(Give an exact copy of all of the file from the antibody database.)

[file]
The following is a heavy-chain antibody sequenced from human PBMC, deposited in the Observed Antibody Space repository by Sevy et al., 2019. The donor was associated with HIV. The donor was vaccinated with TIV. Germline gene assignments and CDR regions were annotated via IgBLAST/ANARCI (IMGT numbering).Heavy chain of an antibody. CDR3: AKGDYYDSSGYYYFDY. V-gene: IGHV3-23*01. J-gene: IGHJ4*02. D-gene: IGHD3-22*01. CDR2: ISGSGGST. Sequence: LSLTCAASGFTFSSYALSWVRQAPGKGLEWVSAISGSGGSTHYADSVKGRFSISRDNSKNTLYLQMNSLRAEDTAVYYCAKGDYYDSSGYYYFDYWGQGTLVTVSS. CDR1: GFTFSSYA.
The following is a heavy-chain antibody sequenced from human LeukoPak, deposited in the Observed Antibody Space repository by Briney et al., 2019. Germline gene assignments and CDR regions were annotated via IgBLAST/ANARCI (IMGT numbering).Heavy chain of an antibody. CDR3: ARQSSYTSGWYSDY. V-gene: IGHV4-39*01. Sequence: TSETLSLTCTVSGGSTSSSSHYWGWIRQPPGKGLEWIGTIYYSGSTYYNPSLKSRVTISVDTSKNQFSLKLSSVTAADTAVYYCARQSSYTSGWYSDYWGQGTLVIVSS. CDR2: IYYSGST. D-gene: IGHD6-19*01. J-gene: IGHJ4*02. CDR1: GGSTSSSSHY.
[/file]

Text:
The following is a heavy-chain antibody sequenced from human PBMC, deposited in the Observed Antibody Space repository by Sevy et al., 2019. The donor was associated with HIV. The donor was vaccinated with TIV. Germline gene assignments and CDR regions were annotated via IgBLAST/ANARCI (IMGT numbering).Heavy chain of an antibody. CDR3: AKGDYYDSSGYYYFDY. V-gene: IGHV3-23*01. J-gene: IGHJ4*02. D-gene: IGHD3-22*01. CDR2: ISGSGGST. Sequence: LSLTCAASGFTFSSYALSWVRQAPGKGLEWVSAISGSGGSTHYADSVKGRFSISRDNSKNTLYLQMNSLRAEDTAVYYCAKGDYYDSSGYYYFDYWGQGTLVTVSS. CDR1: GFTFSSYA.
The following is a heavy-chain antibody sequenced from human LeukoPak, deposited in the Observed Antibody Space repository by Briney et al., 2019. Germline gene assignments and CDR regions were annotated via IgBLAST/ANARCI (IMGT numbering).Heavy chain of an antibody. CDR3: ARQSSYTSGWYSDY. V-gene: IGHV4-39*01. Sequence: TSETLSLTCTVSGGSTSSSSHYWGWIRQPPGKGLEWIGTIYYSGSTYYNPSLKSRVTISVDTSKNQFSLKLSSVTAADTAVYYCARQSSYTSGWYSDYWGQGTLVIVSS. CDR2: IYYSGST. D-gene: IGHD6-19*01. J-gene: IGHJ4*02. CDR1: GGSTSSSSHY.